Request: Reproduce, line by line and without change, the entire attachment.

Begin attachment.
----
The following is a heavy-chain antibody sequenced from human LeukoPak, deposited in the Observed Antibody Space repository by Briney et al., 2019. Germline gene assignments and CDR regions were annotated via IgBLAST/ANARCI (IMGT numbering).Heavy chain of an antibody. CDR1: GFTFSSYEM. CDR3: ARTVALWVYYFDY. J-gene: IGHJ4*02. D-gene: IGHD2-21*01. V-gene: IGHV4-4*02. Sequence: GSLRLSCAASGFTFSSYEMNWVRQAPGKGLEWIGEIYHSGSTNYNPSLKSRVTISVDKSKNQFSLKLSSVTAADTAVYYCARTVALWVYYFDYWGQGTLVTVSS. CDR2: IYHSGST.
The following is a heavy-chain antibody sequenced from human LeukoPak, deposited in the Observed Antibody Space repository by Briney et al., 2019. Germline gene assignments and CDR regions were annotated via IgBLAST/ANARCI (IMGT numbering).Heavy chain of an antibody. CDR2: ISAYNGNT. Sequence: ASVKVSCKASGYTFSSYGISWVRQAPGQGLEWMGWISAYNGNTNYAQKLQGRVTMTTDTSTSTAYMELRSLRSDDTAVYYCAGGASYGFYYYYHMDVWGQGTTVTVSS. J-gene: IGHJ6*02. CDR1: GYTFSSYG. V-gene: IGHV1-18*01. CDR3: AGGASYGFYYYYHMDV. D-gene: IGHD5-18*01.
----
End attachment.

The following is a heavy-chain antibody sequenced from human LeukoPak, deposited in the Observed Antibody Space repository by Briney et al., 2019. Germline gene assignments and CDR regions were annotated via IgBLAST/ANARCI (IMGT numbering).Heavy chain of an antibody. CDR1: GFTFSSYEM. CDR3: ARTVALWVYYFDY. J-gene: IGHJ4*02. D-gene: IGHD2-21*01. V-gene: IGHV4-4*02. Sequence: GSLRLSCAASGFTFSSYEMNWVRQAPGKGLEWIGEIYHSGSTNYNPSLKSRVTISVDKSKNQFSLKLSSVTAADTAVYYCARTVALWVYYFDYWGQGTLVTVSS. CDR2: IYHSGST.
The following is a heavy-chain antibody sequenced from human LeukoPak, deposited in the Observed Antibody Space repository by Briney et al., 2019. Germline gene assignments and CDR regions were annotated via IgBLAST/ANARCI (IMGT numbering).Heavy chain of an antibody. CDR2: ISAYNGNT. Sequence: ASVKVSCKASGYTFSSYGISWVRQAPGQGLEWMGWISAYNGNTNYAQKLQGRVTMTTDTSTSTAYMELRSLRSDDTAVYYCAGGASYGFYYYYHMDVWGQGTTVTVSS. J-gene: IGHJ6*02. CDR1: GYTFSSYG. V-gene: IGHV1-18*01. CDR3: AGGASYGFYYYYHMDV. D-gene: IGHD5-18*01.